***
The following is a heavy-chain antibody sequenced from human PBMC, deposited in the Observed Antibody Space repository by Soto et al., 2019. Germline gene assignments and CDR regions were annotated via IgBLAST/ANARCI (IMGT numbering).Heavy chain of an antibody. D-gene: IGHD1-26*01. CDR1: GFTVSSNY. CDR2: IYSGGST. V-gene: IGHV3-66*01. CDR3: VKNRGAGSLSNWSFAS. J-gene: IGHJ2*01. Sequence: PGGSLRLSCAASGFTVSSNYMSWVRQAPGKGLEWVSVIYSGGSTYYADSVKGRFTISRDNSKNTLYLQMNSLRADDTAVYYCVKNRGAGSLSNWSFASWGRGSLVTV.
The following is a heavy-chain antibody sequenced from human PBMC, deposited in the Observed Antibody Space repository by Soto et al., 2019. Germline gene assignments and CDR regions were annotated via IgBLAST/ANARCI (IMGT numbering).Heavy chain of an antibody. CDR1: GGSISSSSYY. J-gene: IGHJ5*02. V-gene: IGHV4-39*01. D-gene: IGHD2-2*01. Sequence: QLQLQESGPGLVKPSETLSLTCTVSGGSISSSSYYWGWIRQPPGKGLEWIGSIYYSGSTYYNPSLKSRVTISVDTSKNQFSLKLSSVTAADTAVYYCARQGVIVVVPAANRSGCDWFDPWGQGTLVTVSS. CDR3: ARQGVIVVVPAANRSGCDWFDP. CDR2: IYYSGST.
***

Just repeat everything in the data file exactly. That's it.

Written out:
The following is a heavy-chain antibody sequenced from human PBMC, deposited in the Observed Antibody Space repository by Soto et al., 2019. Germline gene assignments and CDR regions were annotated via IgBLAST/ANARCI (IMGT numbering).Heavy chain of an antibody. D-gene: IGHD1-26*01. CDR1: GFTVSSNY. CDR2: IYSGGST. V-gene: IGHV3-66*01. CDR3: VKNRGAGSLSNWSFAS. J-gene: IGHJ2*01. Sequence: PGGSLRLSCAASGFTVSSNYMSWVRQAPGKGLEWVSVIYSGGSTYYADSVKGRFTISRDNSKNTLYLQMNSLRADDTAVYYCVKNRGAGSLSNWSFASWGRGSLVTV.
The following is a heavy-chain antibody sequenced from human PBMC, deposited in the Observed Antibody Space repository by Soto et al., 2019. Germline gene assignments and CDR regions were annotated via IgBLAST/ANARCI (IMGT numbering).Heavy chain of an antibody. CDR1: GGSISSSSYY. J-gene: IGHJ5*02. V-gene: IGHV4-39*01. D-gene: IGHD2-2*01. Sequence: QLQLQESGPGLVKPSETLSLTCTVSGGSISSSSYYWGWIRQPPGKGLEWIGSIYYSGSTYYNPSLKSRVTISVDTSKNQFSLKLSSVTAADTAVYYCARQGVIVVVPAANRSGCDWFDPWGQGTLVTVSS. CDR3: ARQGVIVVVPAANRSGCDWFDP. CDR2: IYYSGST.